For those who put in all the hours it takes to plan the Tuesday Night Blues series, seeing the crowd gather in Owen Park on the Chippewa River banks provides the greatest reward.
Eric Johnson, chairman of the summer series organized by the Chippewa Valley Blues Society, talked about that welcome sight recently before next week’s kickoff of the 11th annual event.
“To watch the people — they come from all corners of the park,” he said. “They come up the bike trail; they come from First Avenue to fill the seats and lay out their blankets, wherever they want to go. … If there’s a reward, that’s it.”
Mike Fischer, one of the original organizers of the series and the society, was asked about what gives him satisfaction for all the time he has devoted to the cause. Although he was interviewed at a different time from Johnson and got no prompting, he gave a similar answer.
“You watch people through the trees, down the street,” he said. “Watch the place fill up.”
That assembly will be repeated starting next week when the Eau Claire-based Stefan Geisinger Band gets the music rolling for another season.
Johnson and Fischer, as well as others who volunteer for society duties, can be proud in seeing how the series presenting local, regional, national and international performers has grown steadily through the years.
“The first year or two we’d be lucky, probably ecstatic, if we had 300 people, 350 people,” Johnson said.
“Every year it seemed to grow a little more. We’d have 500, 600. ... Where today, if we have good weather, a good band, we’re averaging 1,500 people a night now. We can break 2,000, and we’ve still got room for more.”
The story about how the series began could well be titled “Rainy Day Blues.” The society used to put on a one-day annual event called Coalition Blues. In 2008, when they had booked six acts, foul weather effectively wiped out the party.
“Rained all day,” Fischer recalled.
It was then that the society thought it made more sense to put together a weekly series rather risk the investment of time and money on the hope that, on the chosen day or weekend, Mother Nature would shine on the festivities.
Thus was born the series, whose complete title, Fischer noted, is Tuesday Night Blues at Owen Park on the River.
That and other history of the society can be found at its impressively detailed website, chippewavalleyblues.com. Blues lovers also can find out more about the group and its activities, including Blues on the Chippewa at Memorial Park in Durand. This year the event is Aug. 2 through 4.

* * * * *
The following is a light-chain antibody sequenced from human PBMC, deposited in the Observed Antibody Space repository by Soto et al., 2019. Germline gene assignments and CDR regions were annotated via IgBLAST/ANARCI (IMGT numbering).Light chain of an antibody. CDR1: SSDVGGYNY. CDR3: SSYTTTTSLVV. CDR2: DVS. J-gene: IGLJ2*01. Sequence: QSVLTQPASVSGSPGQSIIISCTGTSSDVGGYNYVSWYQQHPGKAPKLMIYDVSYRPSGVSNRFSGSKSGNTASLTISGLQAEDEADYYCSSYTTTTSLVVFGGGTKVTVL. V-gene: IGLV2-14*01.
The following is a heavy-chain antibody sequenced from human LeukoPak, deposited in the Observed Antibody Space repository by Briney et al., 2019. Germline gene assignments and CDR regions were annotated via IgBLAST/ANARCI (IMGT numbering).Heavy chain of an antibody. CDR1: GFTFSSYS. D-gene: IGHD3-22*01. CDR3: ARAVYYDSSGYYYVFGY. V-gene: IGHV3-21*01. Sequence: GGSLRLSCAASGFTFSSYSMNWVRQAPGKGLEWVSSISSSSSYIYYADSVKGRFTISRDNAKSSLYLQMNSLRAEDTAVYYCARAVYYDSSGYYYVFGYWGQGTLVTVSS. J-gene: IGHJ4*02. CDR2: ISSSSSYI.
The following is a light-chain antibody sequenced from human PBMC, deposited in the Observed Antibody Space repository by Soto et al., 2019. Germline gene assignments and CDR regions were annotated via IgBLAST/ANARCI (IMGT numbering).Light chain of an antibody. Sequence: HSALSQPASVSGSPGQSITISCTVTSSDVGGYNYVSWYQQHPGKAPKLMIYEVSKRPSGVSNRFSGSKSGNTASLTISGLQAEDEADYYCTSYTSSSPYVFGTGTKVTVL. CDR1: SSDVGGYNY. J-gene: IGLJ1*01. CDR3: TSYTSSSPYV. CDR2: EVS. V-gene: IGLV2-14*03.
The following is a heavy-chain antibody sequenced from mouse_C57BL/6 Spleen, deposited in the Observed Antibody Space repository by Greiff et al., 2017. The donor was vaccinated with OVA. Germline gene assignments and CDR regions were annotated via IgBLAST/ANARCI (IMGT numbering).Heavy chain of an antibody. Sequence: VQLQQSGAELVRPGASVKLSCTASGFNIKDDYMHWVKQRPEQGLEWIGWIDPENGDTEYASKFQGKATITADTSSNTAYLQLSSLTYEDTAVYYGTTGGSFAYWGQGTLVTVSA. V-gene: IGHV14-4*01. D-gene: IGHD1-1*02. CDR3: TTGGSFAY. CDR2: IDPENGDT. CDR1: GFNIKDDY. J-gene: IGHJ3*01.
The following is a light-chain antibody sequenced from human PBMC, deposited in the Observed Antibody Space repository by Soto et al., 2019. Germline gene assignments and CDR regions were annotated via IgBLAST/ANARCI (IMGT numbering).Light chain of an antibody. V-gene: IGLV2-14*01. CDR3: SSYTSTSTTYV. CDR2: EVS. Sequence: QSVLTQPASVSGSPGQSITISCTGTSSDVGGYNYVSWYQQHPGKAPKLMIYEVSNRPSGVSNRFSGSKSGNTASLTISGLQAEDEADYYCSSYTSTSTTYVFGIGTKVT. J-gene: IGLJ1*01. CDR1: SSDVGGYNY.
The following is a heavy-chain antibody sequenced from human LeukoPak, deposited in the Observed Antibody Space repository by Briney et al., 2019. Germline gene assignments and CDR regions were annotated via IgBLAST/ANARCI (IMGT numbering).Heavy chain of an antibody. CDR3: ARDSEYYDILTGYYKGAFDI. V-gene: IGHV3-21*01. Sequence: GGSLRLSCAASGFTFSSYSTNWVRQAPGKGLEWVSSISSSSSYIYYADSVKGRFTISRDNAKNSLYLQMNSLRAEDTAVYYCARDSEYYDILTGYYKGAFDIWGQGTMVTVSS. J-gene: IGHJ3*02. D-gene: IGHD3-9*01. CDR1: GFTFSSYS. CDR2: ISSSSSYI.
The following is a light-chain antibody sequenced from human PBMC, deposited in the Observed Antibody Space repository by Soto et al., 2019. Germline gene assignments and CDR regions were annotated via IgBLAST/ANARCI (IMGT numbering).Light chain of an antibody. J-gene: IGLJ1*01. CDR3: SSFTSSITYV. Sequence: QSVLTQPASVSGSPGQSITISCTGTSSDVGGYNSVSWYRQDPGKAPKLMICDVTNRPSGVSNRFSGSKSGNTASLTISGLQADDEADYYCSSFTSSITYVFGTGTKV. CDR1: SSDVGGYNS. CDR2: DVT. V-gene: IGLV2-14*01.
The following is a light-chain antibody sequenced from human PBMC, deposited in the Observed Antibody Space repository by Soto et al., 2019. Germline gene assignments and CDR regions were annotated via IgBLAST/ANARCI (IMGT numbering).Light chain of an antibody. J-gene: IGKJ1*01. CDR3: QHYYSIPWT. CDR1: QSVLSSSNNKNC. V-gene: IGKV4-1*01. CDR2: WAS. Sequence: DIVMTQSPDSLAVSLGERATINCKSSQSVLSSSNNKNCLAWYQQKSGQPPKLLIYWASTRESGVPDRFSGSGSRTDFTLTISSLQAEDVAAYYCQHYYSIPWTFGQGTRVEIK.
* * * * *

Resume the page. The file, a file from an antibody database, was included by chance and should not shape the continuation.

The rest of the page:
The website also notes the vendors and sponsors that are so vital to the success of Tuesday Night Blues, Blues on the Chippewa and other endeavors. You also can visit the site to find out how to become a member of the group, starting at $10 for an individual membership.
Typically attendance for Tuesday Night Blues grows as the series progresses in a given year.
“It’s like our best advertising is word of mouth,” Johnson said. “We’ll have 5, 600 for the first night. And then it just gets rolling, and by three, four weeks in we’re easily 1,000, 1,200.”
The roster of bands has no doubt helped in the success. Grammy nominated artists such as Ellen Whyte, who performs with locally based saxophone star Sue Orfield, and Bryan Lee are among the nationally known performers who have appeared.
The numerous high-quality regionally based bands also have played an important role in building the series audience.
The plethora of potential acts means organizers have to tell some talented performers there’s no space for them on the schedule.
“We have easily 100 or more bands that contact us,” Johnson said. “You always have your local favorites that you want to use. But we’ve got bands contacting us all the time saying, ‘We want to play.’ A nice problem to have, but we have to whittle it down to 14.”
The result is reflected in the popularity.
“We feel like we put on a really quality product,” Fischer said. “The music is just superb.”
Johnson noted a few names he’s especially interested in seeing this year:
• Bridget Kelly Band, June 25. From Gainesville, Fla., the group’s credits include making it to the semifinals of the International Blues Challenge in 2015 and 2016.
• Dee Miller Band, July 30. With a frontwoman known as the “Dutchess of the Blues,” the Twin Cities-based group took first place in the 2014 Minnesota Blues Society Battle of the Bands, and in 2018 won the Road to Memphis Challenge and the privilege of representing Minnesota in the International Blues Challenge.
• Joyann Parker, Aug. 20: The Twin-Cities based vocalist has earned critical raves and strong word-of-mouth for her numerous performances locally and elsewhere.
Blues with feeling
As for what the draw of the blues is, Johnson pointed to its emotional content.
“I’m an old classic rock guy,” he said. “I grew up in the ’70s. Music like this has more of a passion. You can feel it or you can hear it. Where the modern stuff with all these new music shows and stuff, it seems so ‘all I want to do is sing good enough so I can win a bunch of money.’”
Both Johnson and Fischer have found that, when it comes to the blues, hearing is believing.
“We’ve had a lot of people who come up and say, ‘I never sat down and listened to this stuff, but it’s really good,’” Johnson said.
As Fischer put it, “People go, ‘I didn’t know I liked the blues, but this is great.’”
Fischer also said Eau Claire can take pride in the fact that many cities, even bigger ones, don’t have a series like this.
“You get people coming into town for business,” he said. “I’ve had people from Boston, Miami, San Diego come up to me (and say), ‘We don’t have anything like this where we’re from.’”
When you note that the society’s credo, positioned at the bottom of their home page, reads “To Support and Promote the Blues in the Chippewa Valley,” it’s clear that Tuesday Night Blues offers a prime example of doing just that.